NQT Special: Protecting yourself

Written by: Sophie Howells | Published:
Image: Adobe Stock

Your wellbeing as an NQT is vital and you should be learning now the habits that will sustain you through a long and successful teaching career. As part of SecEd's autumn 2019 NQT special edition, Sophie Howells offers some advice and encouragement

At this crucial stage in your first year, making your wellbeing a priority is essential. Every NQT should take steps to ensure this is the case. In doing so, you will be forming good career-lasting habits.

You will be well used to planning lessons now but planning your own personal work/life balance is essential too. Our most recent Teacher Wellbeing Index found that 74 per cent of education professionals consider the inability to switch off and relax to be a major contributing factor to a negative work/life balance. We also know from our research that trainee and early career teachers can be more likely to struggle with this, and are 25 per cent more likely to experience a mental health problem compared to colleagues (Education Support Partnership, 2018).

So, if you are struggling, lay down some basic rules for yourself in and out of school to help keep yourself mentally and physically healthy and robust.


Most NQTs are likely to say they feel overwhelmed at this stage. Friends and loved ones may find it hard to understand why you are giving so much time to the job. Moving towards winter this can be exacerbated by ill-health and the demands of the festive season. This can add more pressure when you are already feeling overloaded.

One NQT, Helen, told us that a key step for her was to make sure she has a night to herself each week. Breaks are an important aspect of both time management and wellbeing. Taking regular breaks can ensure we are able to deliver and perform at maximum capacity. Staying at school longer to do marking, and working through every break time is not the best use of your time if you are already exhausted. If the day has been stressful and you are anxious about something, set a boundary. Allow time to talk through your concerns outside school, but once that time has come to an end then stop. Do not continue to talk or worry about the situation for the rest of the evening. Try to switch off.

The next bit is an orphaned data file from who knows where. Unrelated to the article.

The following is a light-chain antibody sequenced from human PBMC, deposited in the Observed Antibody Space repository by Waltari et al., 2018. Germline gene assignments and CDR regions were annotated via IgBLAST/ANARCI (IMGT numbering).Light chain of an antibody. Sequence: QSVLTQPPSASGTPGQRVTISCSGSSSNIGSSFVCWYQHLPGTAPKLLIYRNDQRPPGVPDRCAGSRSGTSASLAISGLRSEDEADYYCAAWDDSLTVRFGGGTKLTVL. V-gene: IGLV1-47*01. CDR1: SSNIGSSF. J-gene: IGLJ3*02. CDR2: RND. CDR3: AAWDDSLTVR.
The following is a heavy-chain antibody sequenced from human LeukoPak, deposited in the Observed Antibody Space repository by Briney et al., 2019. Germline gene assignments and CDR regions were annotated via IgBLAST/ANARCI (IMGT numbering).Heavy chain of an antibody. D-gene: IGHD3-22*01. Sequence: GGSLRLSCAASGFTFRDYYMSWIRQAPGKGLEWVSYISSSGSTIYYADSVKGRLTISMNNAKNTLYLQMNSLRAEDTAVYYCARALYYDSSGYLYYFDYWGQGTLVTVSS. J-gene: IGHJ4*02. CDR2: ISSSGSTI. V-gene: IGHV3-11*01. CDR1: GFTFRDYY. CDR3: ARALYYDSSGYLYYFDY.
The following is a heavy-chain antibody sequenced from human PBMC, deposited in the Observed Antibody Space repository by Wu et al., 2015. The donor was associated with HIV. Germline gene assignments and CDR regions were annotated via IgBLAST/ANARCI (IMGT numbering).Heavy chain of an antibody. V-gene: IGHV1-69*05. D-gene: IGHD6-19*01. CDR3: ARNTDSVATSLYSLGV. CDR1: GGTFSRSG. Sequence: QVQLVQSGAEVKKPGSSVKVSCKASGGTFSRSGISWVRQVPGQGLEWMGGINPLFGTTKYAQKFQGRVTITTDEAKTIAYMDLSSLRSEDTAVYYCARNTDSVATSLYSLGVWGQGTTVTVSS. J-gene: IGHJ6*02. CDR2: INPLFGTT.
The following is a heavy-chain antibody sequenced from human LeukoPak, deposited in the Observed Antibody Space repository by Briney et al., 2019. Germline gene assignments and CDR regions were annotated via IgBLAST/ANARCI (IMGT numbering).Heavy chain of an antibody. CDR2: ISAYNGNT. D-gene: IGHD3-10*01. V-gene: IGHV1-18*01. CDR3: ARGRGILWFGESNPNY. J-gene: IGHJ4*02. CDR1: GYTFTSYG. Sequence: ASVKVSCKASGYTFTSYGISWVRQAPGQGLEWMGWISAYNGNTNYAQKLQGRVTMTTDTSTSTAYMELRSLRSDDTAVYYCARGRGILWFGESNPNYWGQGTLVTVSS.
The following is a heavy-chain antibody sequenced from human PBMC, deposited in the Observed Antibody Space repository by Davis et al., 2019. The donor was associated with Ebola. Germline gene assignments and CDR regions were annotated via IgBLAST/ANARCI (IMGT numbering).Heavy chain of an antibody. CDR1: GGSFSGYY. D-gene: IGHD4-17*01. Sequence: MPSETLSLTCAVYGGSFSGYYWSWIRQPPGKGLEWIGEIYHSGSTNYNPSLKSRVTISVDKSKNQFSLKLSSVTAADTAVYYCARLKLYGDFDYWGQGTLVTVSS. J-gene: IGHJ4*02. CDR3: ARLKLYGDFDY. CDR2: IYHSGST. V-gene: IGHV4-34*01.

Using your mentor effectively

Do not be afraid to ask for help. Your mentor is there to support and guide you, so establishing a good relationship with them and enough contact time is crucial to a successful year. You should be able to expect scheduled time together and the more you are able to prepare for these meetings, the more control you will have to get what you need.


Feeling under-prepared and ill-equipped to manage disruptive behaviour can be a major frustration for new teachers and can easily threaten or have a negative impact on your wellbeing.

In our Teacher Wellbeing Index, 43 per cent of education professionals who said they had experienced mental health symptoms said that student behaviour was the cause. It is important to talk through and seek advice and strategies from your mentor, peers and colleagues who have come up against similar scenarios and experiences.

A self-care plan

While you are planning, make sure you make time for a good sleep. A range of research shows that bad sleepers are more likely to have relationship problems, suffer daytime fatigue, and have poor concentration at work, among other problems. Tempting as it may be to get up and do a couple of hours work before school, work all day and start it all again the following day, it is unsustainable and far from healthy.

Instead, make sure you get time to relax before going to bed. Try not to use devices as they are proven to disrupt the body’s natural sleep patterns (Haas, 2018). Instead, read a book, have a bath or listen to music. If you need to, write your worries down. Writing it down and letting it go really does help.

We have partnered with the BBC to support its new wellbeing and support space for teachers. There you can watch a range of films and find helpful and supportive content. One article on BBC Teach worth checking out offers tips for building resilience (BBC Teach, 2019) and has been written by Dr Emma Kell , teacher and author of How to Survive in Teaching (2018).

Talk to someone who understands

Run by trained and accredited counsellors, the Education Support Partnership’s free and confidential helpline provides access to in-the-moment support, up to six sessions of structured telephone counselling, and assistance with referrals for longer-term treatments. Our counsellors deal with almost 10,000 cases of education staff in crisis every year and demand for the service reached record levels in 2018. We are also hearing from more and more teachers who are already in crisis.

Furthermore, we have recently expanded the helpline service to include access for all trainee teachers. Last autumn, more than 33,000 people across the UK began initial teacher training and of those who used the service in the last year, 86 per cent said that the helpline had had a positive impact on their situation.

Any trainee teacher, NQT or indeed seasoned professional who is feeling overwhelmed, fearful, worried or anxious should call us, no matter how insignificant they think their problems are.

  • Sophie Howells is from the Education Support Partnership.

Further information & resources

NQT Special Edition: Free download

This article was featured as part of SecEd’s 10-page NQT Special Edition, published as part of our June edition. To download a free pdf of all 10 pages, which offer advice for new teachers across a range of topics including behaviour, classroom practice, wellbeing and more, go to the SecEd Knowledge Bank: www.sec-ed.co.uk/knowledge-bank/nqt-and-trainee-teachers-advice-and-best-practice/


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